When I first started GameTomo’s Sumire on Nintendo Switch, I had to stop and take in the beautiful picture the game was painting for me with its art and music. It immediately set the tone for a brief but touching adventure that I could only describe as what would happen if Hayao Miyazaki decided he wanted to create a children’s storybook. The one-day journey of the young girl, Sumire, and her guardian spirit is full of charming characters, idyllic Japanese locales, and a narrative with rewarding answers regarding its themes of loss and growth. Light exploration, branching dialogue options, and a unique art style add up to a well-paced game that never overstays its welcome. Despite a short length and some technical issues, Sumire is a day trip worth taking.
Set in a rural Japanese village, Sumire tells the story of a young girl disillusioned with the world. After recently losing her grandmother and having troubles with her parents, there’s a clear sense that Sumire is a lonely child in need of support. When all seems lost for her, a friendly and mischievous spirit she nicknames Flower enters the picture and provides her with a deal. If she can show the spirit a single joyful day in the human world before it disappears, it will let Sumire hear the thing she most desires to know: her grandmother’s final words to her.
What follows is a well-paced stroll through Sumire’s quaint and beautiful hometown. Sympathizing with Sumire is easy, which makes it all the harder to watch as she struggles to take on both the world and her inner anxieties; her story can go to some surprisingly dark places. It’s a tale about loss, acceptance, and hope, and Flower acts as a great foil to Sumire’s personal quest. Flower’s inquisitiveness about the human world gives Sumire a friend to talk to, but it also often pushes her outside of her comfort zone to help with her struggles involving family, friendships, romances, and bullying. All told, Sumire’s tale of sorrow and growth towards a better tomorrow is satisfying to watch unfold, and it earns its emotional payoffs in spades in the conclusion.
A sidescrolling adventure
Sumire is a 2D adventure through picturesque scenery, with some explorable depth to its foreground and background areas. Dialogue options are essential to the narrative of Sumire. You might decide to stop a tortoise from beating a hare in a race or choose between forgiving your bullies or leaving them in a dangerous predicament. Small or large, these decisions significantly change how individual stories and character arcs play out.
Side missions involving tasks such as delivering a love letter or fetching a flower for a cat are simple affairs, but they flesh out characters and offer rewards such as coins for purchasing quest items. Keeping track of both side and main objectives is made simple thanks to a journal Sumire keeps on her person. Within the journal, you can check your progression, inventory, and even use a map for fast traveling. Staying still for a few moments also causes Sumire to think about her next task, making it almost impossible to get lost.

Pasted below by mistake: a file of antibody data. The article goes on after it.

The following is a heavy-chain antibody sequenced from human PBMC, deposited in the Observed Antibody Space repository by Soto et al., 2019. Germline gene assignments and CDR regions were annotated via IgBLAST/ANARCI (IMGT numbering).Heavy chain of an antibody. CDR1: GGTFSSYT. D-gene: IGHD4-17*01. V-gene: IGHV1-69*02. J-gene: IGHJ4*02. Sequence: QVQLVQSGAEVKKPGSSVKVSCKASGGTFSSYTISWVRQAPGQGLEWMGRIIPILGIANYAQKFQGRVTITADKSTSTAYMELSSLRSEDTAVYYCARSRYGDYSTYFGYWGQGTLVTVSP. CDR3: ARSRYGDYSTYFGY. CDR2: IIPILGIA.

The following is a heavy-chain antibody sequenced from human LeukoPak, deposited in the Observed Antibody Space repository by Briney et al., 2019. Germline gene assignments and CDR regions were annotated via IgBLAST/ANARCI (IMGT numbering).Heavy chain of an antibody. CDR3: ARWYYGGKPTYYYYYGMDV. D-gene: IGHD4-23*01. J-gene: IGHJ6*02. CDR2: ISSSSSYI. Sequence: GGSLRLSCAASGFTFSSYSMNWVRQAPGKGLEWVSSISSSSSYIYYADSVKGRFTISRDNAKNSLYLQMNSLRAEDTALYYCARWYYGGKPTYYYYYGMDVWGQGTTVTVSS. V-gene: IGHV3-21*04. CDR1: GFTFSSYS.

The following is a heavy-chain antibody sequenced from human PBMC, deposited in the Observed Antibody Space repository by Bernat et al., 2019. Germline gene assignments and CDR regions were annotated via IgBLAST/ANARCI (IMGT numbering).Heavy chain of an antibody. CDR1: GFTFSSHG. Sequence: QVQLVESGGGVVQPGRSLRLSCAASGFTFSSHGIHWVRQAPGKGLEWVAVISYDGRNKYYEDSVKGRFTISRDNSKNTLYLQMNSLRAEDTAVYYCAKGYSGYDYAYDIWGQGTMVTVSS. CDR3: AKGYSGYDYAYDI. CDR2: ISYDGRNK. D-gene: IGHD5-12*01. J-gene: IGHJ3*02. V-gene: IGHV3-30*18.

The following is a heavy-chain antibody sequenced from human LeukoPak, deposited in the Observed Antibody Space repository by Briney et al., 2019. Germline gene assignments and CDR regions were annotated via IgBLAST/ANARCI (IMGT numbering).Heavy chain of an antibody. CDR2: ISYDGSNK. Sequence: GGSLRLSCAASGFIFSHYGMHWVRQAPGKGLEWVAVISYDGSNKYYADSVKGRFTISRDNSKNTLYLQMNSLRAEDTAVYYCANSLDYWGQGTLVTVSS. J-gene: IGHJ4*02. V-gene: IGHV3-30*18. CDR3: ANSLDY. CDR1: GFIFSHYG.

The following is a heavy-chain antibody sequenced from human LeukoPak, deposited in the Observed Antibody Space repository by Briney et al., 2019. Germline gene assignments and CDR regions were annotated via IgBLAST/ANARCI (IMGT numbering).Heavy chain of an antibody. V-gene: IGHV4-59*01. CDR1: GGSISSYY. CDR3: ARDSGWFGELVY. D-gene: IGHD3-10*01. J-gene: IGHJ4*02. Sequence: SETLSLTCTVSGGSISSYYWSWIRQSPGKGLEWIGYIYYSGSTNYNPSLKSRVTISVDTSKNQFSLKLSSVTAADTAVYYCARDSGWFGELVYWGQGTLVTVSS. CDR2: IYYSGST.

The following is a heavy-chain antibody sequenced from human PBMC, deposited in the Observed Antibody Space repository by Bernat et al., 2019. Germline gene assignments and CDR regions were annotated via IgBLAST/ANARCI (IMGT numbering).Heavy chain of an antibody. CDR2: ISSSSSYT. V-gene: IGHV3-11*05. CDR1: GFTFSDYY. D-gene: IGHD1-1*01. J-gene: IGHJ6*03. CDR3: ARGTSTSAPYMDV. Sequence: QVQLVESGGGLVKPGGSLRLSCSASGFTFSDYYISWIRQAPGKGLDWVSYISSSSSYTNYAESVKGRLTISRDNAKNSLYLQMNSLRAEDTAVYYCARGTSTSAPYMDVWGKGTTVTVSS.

Outside of the branching dialogue decisions, puzzle encounters and mini-games also provide engaging gameplay. At regular story intervals, your progress is impeded by crows. Encounters like these offer unique mechanics like only moving when the crows cannot see you or ducking to avoid their attacks. Difficulty is a non-issue for these moments, but it serves the greater purpose of pushing the story forward whilst providing a nice change of pace. Mini-games involving cards or puzzles also offer fun diversions in this vein.
As a one-day escapade, Sumire is a naturally short game. Branching stories caused by your dialogue choices and an unlockable set of in-game achievements offer a few incentives for replayability, but by and large, Sumire is a brief jaunt.
Like a Japanese painting in motion
Sumire’s art style is vibrant but with a soft painterly touch that makes it feel like a watercolor canvas made in an actual Japanese village. Character models may not be to everyone’s personal tastes, but full-screen artwork that bookends important story beats makes a great visual highlight. Fans of slice-of-life anime such as Non Non Biyori will instantly understand the game’s vibe.
A lack of voice acting isn’t a deterrent for Sumire either, as it may have overshadowed the delicate balance the game maintains between its peaceful moments and serene backing soundtrack. Acoustic instruments create melancholy tracks that bring the rural countryside to life, while upbeat tones brighten the mood in a town. Sumire showcases a wealth of music for each situation, and it never disappoints in this regard.
Mechanically, Sumire’s controls may be simple, but there is a notable lack of accessibility options to customize how it plays. Occasional frame rate inconsistencies were also pretty noticeable and were the only real downer on an otherwise sublime visual package.
Sumire is a journey worth taking
Sumire is a beautifully told and emotionally resonant story about a young girl struggling to find reasons to be hopeful. A well-paced narrative full of character-driven growth delves deep into themes such as loss and growth, while its watercolor art style and acoustic soundtrack paint a beautiful picture of rural Japanese scenery. A charming world and simple but fun puzzles add variety and are almost enough to forget about issues like frame rate dips. Ultimately, Sumire makes the most of its brief runtime, and it’s a day trip I won’t soon forget.
A review code for Sumire was provided by the publisher.